Fowler Calzada has lectured at universities across the United States, including Princeton and Brown. He and Gonzalez Seligmann have also taught many study-abroad programs and have worked together professionally since Gonzalez Seligmann’s first research trip to Cuba in 2009. She received her doctorate in comparative literature from Brown University and began teaching Latin American Literature at Emerson College this past fall. The two also worked together in 2012 at a summer program in Cuba where Gonzalez Seligmann taught a literature course and Fowler Calzada taught a film course.
“Teaching American students is very difficult,” he said with a laugh. “We have a lot of differences in our countries, but we need both to learn how to see the other in different ways.” He tries to show the complexities of the Cuban experience to students when he teaches, he explained.
Fowler Calzada spoke to a room of over 50 Emerson students and faculty. He read his poems in Spanish, and Gonzalez Seligmann followed each poem with an English translation. The room was silent, intently listening to the pace of his breath, captivated by his animated storytelling. He read 20 poems stretching across realms of his experience and perspectives, from the death of his father, to a wall on the shore of Cuba, to a poem about poetry. The final two poems he translated to English himself. When he spoke the last word of the poem, the room exploded into applause.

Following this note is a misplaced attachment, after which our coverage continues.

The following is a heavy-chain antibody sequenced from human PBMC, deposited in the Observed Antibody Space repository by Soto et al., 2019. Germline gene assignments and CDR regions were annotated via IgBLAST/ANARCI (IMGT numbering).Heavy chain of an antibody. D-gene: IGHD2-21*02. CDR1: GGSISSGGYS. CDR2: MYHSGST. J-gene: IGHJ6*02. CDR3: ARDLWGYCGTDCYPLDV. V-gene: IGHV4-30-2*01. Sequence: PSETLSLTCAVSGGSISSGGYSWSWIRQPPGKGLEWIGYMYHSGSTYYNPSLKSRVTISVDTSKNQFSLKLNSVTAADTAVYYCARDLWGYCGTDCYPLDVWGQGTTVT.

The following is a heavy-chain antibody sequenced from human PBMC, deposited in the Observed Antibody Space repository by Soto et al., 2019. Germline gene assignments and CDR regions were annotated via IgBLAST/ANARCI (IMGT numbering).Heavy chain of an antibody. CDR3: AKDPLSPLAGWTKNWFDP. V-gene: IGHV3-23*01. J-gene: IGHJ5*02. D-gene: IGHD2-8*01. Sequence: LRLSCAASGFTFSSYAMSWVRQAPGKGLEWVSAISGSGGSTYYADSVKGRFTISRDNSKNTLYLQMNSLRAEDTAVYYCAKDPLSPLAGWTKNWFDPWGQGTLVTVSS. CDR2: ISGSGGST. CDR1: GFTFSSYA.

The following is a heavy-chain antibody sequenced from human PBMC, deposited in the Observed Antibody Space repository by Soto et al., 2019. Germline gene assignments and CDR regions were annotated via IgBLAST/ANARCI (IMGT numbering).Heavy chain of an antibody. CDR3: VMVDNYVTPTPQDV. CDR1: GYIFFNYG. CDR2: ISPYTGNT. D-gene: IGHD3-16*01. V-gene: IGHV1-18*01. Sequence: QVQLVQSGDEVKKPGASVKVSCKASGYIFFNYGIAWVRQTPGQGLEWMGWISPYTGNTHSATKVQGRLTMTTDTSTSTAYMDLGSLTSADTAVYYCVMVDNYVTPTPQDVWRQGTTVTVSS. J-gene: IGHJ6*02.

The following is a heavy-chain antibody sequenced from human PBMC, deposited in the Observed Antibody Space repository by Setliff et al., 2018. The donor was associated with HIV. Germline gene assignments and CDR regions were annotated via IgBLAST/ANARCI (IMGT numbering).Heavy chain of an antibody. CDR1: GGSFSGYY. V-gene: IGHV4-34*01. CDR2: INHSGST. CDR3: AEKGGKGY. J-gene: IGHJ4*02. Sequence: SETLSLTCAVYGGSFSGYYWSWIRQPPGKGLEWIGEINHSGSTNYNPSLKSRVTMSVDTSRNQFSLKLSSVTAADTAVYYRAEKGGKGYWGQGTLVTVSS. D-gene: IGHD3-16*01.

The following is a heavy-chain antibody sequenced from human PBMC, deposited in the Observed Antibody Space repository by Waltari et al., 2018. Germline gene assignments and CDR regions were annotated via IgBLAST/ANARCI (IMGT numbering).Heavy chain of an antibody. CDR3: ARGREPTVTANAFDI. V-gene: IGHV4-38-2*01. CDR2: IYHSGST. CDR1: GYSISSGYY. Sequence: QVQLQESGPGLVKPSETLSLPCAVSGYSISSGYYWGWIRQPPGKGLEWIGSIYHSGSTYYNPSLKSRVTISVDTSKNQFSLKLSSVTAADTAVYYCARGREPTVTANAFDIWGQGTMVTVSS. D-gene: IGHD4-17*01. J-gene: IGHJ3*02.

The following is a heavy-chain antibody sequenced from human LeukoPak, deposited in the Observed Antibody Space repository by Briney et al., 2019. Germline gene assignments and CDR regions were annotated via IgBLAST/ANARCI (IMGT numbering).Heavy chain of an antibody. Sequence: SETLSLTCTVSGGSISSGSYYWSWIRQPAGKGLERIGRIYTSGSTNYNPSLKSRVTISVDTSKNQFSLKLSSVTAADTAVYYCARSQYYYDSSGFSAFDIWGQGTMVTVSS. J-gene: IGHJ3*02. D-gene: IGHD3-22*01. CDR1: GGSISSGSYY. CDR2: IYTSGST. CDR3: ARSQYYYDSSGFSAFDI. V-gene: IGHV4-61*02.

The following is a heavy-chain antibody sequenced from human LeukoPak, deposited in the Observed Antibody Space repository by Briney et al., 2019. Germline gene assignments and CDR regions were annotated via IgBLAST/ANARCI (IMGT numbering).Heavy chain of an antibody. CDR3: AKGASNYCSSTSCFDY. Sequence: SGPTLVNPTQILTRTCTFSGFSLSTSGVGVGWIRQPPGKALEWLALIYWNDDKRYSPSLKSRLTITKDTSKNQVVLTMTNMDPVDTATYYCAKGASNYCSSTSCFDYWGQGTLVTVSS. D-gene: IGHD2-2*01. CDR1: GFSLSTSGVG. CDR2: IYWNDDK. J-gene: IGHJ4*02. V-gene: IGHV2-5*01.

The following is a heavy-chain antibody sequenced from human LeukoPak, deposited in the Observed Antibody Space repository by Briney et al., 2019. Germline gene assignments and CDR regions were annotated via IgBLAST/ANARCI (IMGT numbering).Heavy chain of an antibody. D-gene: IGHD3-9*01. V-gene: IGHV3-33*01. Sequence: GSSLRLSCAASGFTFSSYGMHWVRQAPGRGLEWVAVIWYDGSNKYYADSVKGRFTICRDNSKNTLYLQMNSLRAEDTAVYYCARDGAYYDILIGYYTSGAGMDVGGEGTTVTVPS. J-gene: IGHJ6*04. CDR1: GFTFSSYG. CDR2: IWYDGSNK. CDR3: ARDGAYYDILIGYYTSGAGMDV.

His outlook on life is a refreshing one; truly believing in the goodness of people and their desire to create change. He encourages this type of learning to his students and his own three children who live in Cuba with his wife. Education will not “totally transform” a person, he explained, but “it is difficult, maybe impossible, to find someone to whom you ask, ‘Do you want to help humanity? Do you want to better the world?’ who says, ‘No.’
“Education is a mystery,” Fowler Calzada said. “You could create change, no? You could,” he said to me.
“Yes,” I replied. “I suppose I could.”
ABOUT THE AUTHOR
Jessica Colarossi is working on her B.A. in journalism and minoring in publishing at Emerson College. She previously interned at ThinkProgress and has also written for other campus publications covering music, health, sustainability and local news. Jessica is originally from Lindenhurst, New York. Follow her @heyitsjessc.
Photographs of Victor Fowler Calzada and Katerina Gonzalez Seligmann by Jessica Colarossi